MBO Management buyout. An LBO in which the target firm’s management bids for control of the firm, often supported by a third-party private equity investor
MBI Management buyin. An LBO in which an outside management team (often backed by a third-party private equity investor) acquires a company and replaces the incumbent management team
BIMBO Buyin management buyout. An LBO in which the bidding team comprises members of the incumbent management team and externally hired managers, often alongside a third-party private equity investor
IBO Institutional buyin. An LBO in which an institutional investor or private equity house acquires a company. Incumbent management can be retained and may be rewarded with equity participation
Reverse LBO A transaction in which a firm that was previously taken private reobtains public status through a secondary initial public offering (SIPO)

Why Do Listed Firms Go Private?

Reduction of Stockholder-Related Agency Costs

The central dilemma of principal-agent models is how to get the manager (the agent) to act in the best interests of the stockholders (the principals) when the agent has interests that diverge from those of the principals and an informational advantage.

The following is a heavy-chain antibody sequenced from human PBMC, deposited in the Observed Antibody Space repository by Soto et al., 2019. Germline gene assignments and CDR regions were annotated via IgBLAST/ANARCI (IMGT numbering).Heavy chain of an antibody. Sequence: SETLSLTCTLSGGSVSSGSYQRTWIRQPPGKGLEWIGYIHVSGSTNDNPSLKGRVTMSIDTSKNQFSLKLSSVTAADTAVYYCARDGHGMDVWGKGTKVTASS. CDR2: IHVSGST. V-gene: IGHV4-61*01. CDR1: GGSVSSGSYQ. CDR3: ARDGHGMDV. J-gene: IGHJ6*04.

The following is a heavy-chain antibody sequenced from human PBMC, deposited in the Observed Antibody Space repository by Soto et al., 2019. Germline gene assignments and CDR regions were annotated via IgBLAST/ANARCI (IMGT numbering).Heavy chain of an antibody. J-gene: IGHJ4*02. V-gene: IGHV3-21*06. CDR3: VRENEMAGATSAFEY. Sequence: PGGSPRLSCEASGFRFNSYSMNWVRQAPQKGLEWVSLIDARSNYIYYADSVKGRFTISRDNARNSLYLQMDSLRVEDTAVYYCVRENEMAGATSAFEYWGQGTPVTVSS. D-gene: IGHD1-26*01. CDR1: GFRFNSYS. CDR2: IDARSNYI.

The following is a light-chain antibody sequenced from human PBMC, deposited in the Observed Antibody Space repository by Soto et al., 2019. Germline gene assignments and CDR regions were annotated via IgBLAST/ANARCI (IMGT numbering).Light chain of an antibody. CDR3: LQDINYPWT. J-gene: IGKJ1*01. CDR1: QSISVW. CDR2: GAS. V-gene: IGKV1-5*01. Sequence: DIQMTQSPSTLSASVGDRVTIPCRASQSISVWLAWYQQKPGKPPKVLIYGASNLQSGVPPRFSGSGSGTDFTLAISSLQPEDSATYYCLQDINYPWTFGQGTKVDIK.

• The incentive realignment hypothesis states that the gains in stockholder wealth that arise from going private are a result of providing more rewards for managers (through an increased ownership stake) that induce them to act in line with the interests of investors. Furthermore, in the case of an institutional buyout, the concentration of ownership leads to improved monitoring of management.

  • The free cash flow hypothesis suggests that the expected stock returns follow from debt-induced mechanisms that force managers to pay out free cash flows. Free cash flow is the cash flow in excess of that required to fund all projects that have positive net present value (NPV) when discounted at the appropriate cost of capital. The high leverage does not allow managers to grow the firm beyond its optimal size (so-called “empire building”) and at the expense of value creation.